Lois Wladis Hoffman, emeritus professor of psychology, died February 13. She was 85.

Professor Hoffman was born March 25, 1929 to Gus and Etta Wladis. She was the youngest of three children and raised in Elmira, New York. Professor Hoffman attended the State University of New York at Buffalo where she earned her B.A. degree with high honors in 1953. She went on to earn her M.A. degree from Purdue University in 1954, and her Ph.D. degree in sociology from the University of Michigan in 1958. From 1954-60, she worked at the Institute for Social Research, first as an assistant study director and then as a research associate. From 1960-67, she was an independent scholar and co-editor of the Review of Child Development Research. In 1967, Professor Hoffman joined the psychology faculty at the University of Michigan with one of the earliest appointments to the then budding Developmental Psychology area where she became full professor in 1975. She served as chair of that area and was a contributing force to its national recognition and rapid expansion. Professor Hoffman also helped to establish the U of M Women's Studies Program.

Professor Hoffman’s pioneering research investigated the effects of women working —how their employment affected themselves and their families — and her studies generated knowledge of great relevance to the women's movement. Other noteworthy contributions include her international research about how children are variously valued in different cultures and her widely cited article that scrutinized overstated claims for the genetic determination of behavior. She was also an acclaimed teacher and sought after mentor. In the course of her illustrious career she coauthored four books, coedited four others, and published more than 80 papers. She served as president of two divisions of the American Psychological Association: the Psychological Study of Social Issues Division (1983-84) and the Developmental Psychology Division (1990-91).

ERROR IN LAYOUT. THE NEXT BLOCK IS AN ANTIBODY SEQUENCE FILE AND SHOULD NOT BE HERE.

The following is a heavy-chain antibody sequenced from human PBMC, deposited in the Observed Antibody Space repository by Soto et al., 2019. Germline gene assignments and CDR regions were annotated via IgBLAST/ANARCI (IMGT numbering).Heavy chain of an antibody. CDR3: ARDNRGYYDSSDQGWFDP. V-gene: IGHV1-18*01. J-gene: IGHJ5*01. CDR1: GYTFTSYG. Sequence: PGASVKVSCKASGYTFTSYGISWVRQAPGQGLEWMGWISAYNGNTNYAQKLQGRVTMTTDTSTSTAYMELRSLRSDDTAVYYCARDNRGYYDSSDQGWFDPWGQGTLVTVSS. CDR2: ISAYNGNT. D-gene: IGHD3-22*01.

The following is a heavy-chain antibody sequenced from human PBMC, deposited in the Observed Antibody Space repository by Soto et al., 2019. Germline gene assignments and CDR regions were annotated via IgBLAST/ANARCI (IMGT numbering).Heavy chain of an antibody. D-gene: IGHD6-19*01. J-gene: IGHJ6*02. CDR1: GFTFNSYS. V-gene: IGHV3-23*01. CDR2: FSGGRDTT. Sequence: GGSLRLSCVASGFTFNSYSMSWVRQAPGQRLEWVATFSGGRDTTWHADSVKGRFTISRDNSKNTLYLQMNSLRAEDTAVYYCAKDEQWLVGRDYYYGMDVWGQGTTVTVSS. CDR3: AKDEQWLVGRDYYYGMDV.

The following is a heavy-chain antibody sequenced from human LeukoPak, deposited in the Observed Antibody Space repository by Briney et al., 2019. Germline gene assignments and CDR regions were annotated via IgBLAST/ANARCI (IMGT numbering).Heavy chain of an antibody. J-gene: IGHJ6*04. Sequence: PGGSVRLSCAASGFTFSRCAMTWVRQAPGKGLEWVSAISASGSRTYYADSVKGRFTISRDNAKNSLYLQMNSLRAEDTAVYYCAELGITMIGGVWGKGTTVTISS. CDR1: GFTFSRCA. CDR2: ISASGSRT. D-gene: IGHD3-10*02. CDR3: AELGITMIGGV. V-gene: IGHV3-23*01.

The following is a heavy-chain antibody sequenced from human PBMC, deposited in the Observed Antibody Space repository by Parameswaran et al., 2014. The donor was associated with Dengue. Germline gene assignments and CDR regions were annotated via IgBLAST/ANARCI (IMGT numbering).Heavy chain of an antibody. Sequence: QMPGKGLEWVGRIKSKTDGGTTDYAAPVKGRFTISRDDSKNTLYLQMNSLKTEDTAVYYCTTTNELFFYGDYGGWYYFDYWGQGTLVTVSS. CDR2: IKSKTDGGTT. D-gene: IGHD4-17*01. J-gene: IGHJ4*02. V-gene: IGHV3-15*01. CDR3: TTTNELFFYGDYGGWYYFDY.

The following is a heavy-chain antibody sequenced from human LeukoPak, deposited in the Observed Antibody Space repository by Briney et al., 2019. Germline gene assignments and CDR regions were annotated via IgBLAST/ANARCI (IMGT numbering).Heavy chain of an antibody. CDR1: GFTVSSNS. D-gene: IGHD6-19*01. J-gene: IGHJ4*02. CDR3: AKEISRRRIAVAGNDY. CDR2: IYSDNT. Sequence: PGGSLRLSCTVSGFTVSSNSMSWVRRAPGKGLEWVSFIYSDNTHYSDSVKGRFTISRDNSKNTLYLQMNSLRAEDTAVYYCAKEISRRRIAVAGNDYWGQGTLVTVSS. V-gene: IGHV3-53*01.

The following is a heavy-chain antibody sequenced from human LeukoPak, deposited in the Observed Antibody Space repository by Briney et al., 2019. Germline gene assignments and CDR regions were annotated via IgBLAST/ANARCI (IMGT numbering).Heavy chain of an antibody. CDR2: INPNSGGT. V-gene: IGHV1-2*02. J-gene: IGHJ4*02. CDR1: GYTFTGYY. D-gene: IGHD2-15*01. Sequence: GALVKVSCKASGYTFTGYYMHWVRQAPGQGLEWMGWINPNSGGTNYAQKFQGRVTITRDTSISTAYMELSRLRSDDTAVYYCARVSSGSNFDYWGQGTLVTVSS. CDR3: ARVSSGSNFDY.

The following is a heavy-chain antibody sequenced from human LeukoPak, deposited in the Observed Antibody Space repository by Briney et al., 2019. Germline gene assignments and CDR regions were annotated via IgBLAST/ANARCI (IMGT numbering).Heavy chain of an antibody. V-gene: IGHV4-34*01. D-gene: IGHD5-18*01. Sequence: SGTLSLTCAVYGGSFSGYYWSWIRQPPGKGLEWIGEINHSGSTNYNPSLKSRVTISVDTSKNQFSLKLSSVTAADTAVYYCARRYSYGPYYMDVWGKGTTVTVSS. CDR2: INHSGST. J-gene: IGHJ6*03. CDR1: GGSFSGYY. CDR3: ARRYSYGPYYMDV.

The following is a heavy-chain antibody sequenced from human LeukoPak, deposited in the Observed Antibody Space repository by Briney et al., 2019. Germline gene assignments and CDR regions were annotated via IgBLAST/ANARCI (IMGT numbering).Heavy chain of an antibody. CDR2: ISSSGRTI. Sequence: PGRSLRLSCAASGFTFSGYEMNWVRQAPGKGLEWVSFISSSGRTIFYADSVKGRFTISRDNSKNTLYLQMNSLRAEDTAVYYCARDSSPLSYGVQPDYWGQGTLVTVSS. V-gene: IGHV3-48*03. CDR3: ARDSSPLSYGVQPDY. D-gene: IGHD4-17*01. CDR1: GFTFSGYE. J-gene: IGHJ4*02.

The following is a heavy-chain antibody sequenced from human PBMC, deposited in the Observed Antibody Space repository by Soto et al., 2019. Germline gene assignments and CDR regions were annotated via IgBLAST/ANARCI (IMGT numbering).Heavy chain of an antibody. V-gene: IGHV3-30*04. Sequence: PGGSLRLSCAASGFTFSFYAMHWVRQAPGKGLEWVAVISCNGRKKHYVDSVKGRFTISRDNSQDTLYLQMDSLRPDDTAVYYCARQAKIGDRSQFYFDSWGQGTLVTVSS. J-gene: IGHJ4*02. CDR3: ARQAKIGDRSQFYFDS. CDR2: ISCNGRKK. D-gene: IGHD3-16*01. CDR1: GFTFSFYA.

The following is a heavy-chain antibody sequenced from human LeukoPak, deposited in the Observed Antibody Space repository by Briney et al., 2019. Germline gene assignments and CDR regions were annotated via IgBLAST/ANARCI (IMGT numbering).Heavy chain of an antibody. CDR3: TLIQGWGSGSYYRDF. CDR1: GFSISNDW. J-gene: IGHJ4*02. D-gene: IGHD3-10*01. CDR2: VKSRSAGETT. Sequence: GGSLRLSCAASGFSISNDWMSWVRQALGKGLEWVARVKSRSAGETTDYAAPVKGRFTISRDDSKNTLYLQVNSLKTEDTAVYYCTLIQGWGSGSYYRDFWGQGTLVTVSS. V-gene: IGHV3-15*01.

She received numerous awards, including the Child Study Association Outstanding Book Award (1966), the J.F. Lewis Award form the American Philosophical Society (1978), an Outstanding Teaching Award from the Department of Psychology (1981), and the LS&A Excellence in Education Award in 1994. She was a distinguished scholar at Radcliffe College and a scholar in residence at Rockefeller Center in Bellagio, Italy. In 1989, the American Psychological Association included her in its listing of "Eminent Women in Psychology."

She is survived by her husband Herbert Zimiles, two daughters, Amy Kilroy and Jill Hoffman, and five granddaughters.

-- Contributed by Patricia Reuter-Lorenz, Chair of Psychology, based on memorials and other
recognitions written by colleagues and family